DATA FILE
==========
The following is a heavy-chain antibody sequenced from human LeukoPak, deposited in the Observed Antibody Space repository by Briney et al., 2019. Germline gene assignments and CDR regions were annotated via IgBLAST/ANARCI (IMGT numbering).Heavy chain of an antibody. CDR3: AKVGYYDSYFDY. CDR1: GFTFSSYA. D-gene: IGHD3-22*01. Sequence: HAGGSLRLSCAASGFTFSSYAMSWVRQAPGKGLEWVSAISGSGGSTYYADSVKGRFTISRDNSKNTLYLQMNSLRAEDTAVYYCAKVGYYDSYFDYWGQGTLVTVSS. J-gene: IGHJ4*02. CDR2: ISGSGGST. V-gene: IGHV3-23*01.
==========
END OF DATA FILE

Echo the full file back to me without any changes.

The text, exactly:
The following is a heavy-chain antibody sequenced from human LeukoPak, deposited in the Observed Antibody Space repository by Briney et al., 2019. Germline gene assignments and CDR regions were annotated via IgBLAST/ANARCI (IMGT numbering).Heavy chain of an antibody. CDR3: AKVGYYDSYFDY. CDR1: GFTFSSYA. D-gene: IGHD3-22*01. Sequence: HAGGSLRLSCAASGFTFSSYAMSWVRQAPGKGLEWVSAISGSGGSTYYADSVKGRFTISRDNSKNTLYLQMNSLRAEDTAVYYCAKVGYYDSYFDYWGQGTLVTVSS. J-gene: IGHJ4*02. CDR2: ISGSGGST. V-gene: IGHV3-23*01.